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Are you ready to handle an emergency?

The Canadian Search and Rescue (SAR) community gathers every year at Sarscene, the country's leading event for SAR training, presentations and exhibitions.  This year, from October 4 to 7, SAR workers and organizers from across the country, and guests from around the world, met in Gatineau,
Quebec.

Among the presentations was one that asked, "Is your team ready to handle an emergency?  More importantly, are they trained and equipped to handle an emergency safely?"


November 9, 2006
By Jennifer Brown

Those are questions presenter Randy
Servis asked himself almost every day for more than 20 years, working
in search and rescue. Today he is president of the National Association
on Search and Rescue in the United States but he began as a volunteer
in college and eventually became SAR coordinator for the Coconino
County Sheriff’s Office in Arizona.

On average, the 100-person
rescue squad, which includes many specialized volunteers, is called on
more than twice a week.  On horseback, ATV, four-wheel drive vehicles,
boats and snowmobiles; rapelling down mountains or climbing up cliffs,
the SAR squad deliberately goes into harm’s way, but their supervisors
have some tools and training to manage them safely.  

For
Coconino County SAR leaders, intent on keeping their own people safe,
risk assessment is more than some reviewing some scribbled notes from a
human resources lecture. It begins with training. With limited time for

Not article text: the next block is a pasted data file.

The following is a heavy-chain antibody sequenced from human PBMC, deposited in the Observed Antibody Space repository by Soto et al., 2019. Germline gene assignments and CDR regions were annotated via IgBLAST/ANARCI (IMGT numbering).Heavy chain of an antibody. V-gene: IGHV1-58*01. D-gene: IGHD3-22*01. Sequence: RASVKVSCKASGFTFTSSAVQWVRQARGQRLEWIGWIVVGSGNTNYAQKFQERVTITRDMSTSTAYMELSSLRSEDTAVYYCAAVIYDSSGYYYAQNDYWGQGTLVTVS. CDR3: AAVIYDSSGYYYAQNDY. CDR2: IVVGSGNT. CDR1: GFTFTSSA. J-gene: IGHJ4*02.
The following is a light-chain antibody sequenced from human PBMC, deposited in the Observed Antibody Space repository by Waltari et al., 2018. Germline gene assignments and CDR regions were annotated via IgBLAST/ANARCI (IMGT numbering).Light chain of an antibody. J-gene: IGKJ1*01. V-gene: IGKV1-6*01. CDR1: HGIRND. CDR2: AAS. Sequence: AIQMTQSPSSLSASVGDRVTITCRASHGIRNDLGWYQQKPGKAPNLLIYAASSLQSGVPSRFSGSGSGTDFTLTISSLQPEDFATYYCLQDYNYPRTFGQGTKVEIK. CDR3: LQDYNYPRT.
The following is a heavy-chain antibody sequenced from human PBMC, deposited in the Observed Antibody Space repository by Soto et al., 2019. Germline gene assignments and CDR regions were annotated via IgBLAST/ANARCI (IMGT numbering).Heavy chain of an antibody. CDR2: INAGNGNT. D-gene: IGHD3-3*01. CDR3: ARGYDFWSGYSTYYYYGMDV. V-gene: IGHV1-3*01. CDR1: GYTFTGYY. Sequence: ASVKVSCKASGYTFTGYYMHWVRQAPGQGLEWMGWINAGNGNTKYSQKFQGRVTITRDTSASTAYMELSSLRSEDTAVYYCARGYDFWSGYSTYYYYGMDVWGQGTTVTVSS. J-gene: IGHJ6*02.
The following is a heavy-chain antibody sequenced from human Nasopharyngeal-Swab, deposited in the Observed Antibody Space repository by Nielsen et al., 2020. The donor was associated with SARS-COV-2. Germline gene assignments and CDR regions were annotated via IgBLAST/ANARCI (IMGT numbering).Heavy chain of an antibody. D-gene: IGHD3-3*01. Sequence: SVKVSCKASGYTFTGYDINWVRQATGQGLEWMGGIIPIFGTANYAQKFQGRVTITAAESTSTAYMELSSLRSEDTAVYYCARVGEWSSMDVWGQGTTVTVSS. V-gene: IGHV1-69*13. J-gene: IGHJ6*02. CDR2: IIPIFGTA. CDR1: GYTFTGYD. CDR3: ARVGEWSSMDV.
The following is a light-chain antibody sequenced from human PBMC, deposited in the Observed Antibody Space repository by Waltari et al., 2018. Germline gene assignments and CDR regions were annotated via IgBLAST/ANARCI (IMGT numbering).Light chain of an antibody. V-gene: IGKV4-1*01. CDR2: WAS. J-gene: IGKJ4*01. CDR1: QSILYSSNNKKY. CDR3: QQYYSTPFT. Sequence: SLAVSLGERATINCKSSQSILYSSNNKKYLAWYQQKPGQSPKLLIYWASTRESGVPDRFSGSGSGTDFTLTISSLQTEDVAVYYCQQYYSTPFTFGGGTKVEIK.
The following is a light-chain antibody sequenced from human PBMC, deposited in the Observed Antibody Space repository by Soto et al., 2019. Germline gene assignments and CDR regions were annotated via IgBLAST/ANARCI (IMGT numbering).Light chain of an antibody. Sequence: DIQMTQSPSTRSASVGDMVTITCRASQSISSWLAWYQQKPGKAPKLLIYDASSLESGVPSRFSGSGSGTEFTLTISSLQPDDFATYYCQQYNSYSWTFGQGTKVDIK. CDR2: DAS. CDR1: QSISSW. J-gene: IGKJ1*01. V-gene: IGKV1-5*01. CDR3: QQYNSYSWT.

drills and many high-risk activities among his responsibilities, Randy
Servis needed a way to focus on the most important lessons. He found it
in a presentation by a watch commander with the California Highway
Patrol.  “Cops are really the worst at risk management,” Servis said,
“and as a commander he was trying to talk about risk management for the
squad level. He developed a four-part matrix that really hit home with
me and it applies very much in law enforcement and search and rescue.”

High risk                                     Low risk
High frequency                         Low frequency     

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High risk                                    Low risk
High frequency                        Low frequency
 

Training should concentrate on activities in the upper left quadrant
because squads get little experience in them during the course of their
duties. “They will be the ones that get us every time,” he said.  All
the other activities are either performed often enough to be familiar
to rescue teams, or sufficiently low risk to require less training. “It
gives you some confidence that you have thought through your actions,”
Servis explained.

For field work, he issued laminated cards to
his search leaders for immediate risk assessment. Developed and refined
from an Outward Bound presentation, the accident equation tool forces
the leader into a realistic appraisal of the threats his people face. 
Under categories like ”˜leadership’, ”˜environment’ and ”˜team cohesion’
the matrix is a checklist that allows people under pressure to
recognize the consequences of their decisions.

“The accident
equation classifies human and environmental dangers,” Servis said. The
highest potential for an accident is at the intersection of human and
environmental danger. “Hopefully this will force leaders to make some
management decisions about risk.  Most of them will be on the human
side because you can’t control the environment.”

 


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